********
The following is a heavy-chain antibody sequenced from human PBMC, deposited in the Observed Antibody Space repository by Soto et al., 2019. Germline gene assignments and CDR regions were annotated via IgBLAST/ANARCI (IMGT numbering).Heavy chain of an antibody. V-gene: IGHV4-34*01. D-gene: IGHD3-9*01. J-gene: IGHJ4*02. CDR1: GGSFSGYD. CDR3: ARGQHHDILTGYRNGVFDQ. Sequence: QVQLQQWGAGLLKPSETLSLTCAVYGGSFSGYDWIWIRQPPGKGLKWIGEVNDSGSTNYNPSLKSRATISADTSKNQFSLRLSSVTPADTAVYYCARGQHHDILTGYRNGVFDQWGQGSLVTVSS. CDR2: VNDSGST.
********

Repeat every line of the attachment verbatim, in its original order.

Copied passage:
The following is a heavy-chain antibody sequenced from human PBMC, deposited in the Observed Antibody Space repository by Soto et al., 2019. Germline gene assignments and CDR regions were annotated via IgBLAST/ANARCI (IMGT numbering).Heavy chain of an antibody. V-gene: IGHV4-34*01. D-gene: IGHD3-9*01. J-gene: IGHJ4*02. CDR1: GGSFSGYD. CDR3: ARGQHHDILTGYRNGVFDQ. Sequence: QVQLQQWGAGLLKPSETLSLTCAVYGGSFSGYDWIWIRQPPGKGLKWIGEVNDSGSTNYNPSLKSRATISADTSKNQFSLRLSSVTPADTAVYYCARGQHHDILTGYRNGVFDQWGQGSLVTVSS. CDR2: VNDSGST.